My dsd is undeniably overweight. She's ten, about 5', and weighs 130 lbs. She has a big tummy, and a double chin. However, she is very active, loves swimming, gymnastics, riding bikes, and is always out and about. She does eat more than the other kids, but I have never seen her binge. The only diet thing she does is go for a long time without eating, then eat a lot of heavy foods because she's so hungry. Honestly, lifestyle wise, there isn't a good reason for her to be so heavy.
My take on it, and her dad's, is just to continue offering healthy foods and opportunities to be active. We've had blood tests done, including thyroid function, because her doctor is sure she is a chip-swilling couch potato with pre-diabetes. Everything came back normal. She's always been big, and her mother is big- but her mom really does have an inactive lifestyle and a not-so-great diet. She (dsd) is also very strong and has great balance, which tells me that she could have significant muscle mass contributing to her high weight. Any suggestions on what to look into health wise would be appreciated.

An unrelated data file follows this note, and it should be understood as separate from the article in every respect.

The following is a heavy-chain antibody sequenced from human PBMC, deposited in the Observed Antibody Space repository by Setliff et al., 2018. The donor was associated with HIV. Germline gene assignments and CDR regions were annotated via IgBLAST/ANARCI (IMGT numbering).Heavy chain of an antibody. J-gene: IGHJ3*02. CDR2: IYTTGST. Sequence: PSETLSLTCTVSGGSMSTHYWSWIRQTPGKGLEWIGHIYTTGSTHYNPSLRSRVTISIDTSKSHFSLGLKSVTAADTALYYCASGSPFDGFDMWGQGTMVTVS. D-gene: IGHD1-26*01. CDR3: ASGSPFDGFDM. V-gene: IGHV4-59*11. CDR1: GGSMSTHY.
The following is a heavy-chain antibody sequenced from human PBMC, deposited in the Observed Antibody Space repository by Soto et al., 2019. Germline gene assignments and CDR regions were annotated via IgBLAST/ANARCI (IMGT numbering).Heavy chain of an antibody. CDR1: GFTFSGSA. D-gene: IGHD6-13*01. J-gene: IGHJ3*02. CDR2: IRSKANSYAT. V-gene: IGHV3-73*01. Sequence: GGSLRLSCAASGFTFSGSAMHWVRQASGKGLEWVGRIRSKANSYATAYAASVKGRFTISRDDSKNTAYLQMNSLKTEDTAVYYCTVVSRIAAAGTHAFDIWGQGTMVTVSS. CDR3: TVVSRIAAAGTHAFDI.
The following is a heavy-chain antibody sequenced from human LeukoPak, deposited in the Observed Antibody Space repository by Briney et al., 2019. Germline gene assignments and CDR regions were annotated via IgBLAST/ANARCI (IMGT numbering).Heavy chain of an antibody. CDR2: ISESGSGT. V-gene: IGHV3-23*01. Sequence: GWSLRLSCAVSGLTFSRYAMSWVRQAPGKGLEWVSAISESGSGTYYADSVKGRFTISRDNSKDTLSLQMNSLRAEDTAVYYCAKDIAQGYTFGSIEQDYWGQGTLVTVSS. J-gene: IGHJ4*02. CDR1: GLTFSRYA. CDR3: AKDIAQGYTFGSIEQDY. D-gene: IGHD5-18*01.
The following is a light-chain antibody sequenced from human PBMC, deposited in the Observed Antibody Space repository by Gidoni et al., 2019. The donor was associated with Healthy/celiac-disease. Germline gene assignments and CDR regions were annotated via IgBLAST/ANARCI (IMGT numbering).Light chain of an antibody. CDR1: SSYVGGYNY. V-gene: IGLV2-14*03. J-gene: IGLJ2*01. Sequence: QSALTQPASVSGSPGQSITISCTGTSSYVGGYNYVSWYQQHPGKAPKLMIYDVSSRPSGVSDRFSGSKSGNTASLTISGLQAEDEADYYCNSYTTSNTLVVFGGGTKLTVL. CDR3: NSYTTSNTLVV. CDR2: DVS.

The other big issue, though, is her growing feelings about her body's appearance. Kids at school have started calling her fat. Relatives are starting to police her food intake when she's visiting. She talks about dieting and how to lose weight. So far she hasn't tried to restrict her calories, because we both keep up with the mantra "just keep eating a healthy diet, keep being active, you are beautiful just the way you are." My mother has been dieting off and on (is there any other way to diet?) for 60 years, and is still overweight, so I know all too intimately that dieting doesn't work.
My heart breaks to think of dsd going into our society fat. It feels like throwing her to the wolves. I don't blame her for wanting to get rid of that big tummy at all. I wish she could just blow off all the comments, but that doesn't seem realistic. So how do we help her navigate this without falling into the weight obsession trap? We are working on a referral to see a dietician, with the idea that if she learns more about how food affects her body, she will feel empowered to eat the way she wants to, but not be fooled into thinking that calorie restriction will solve her problems.
Any other resources or ideas?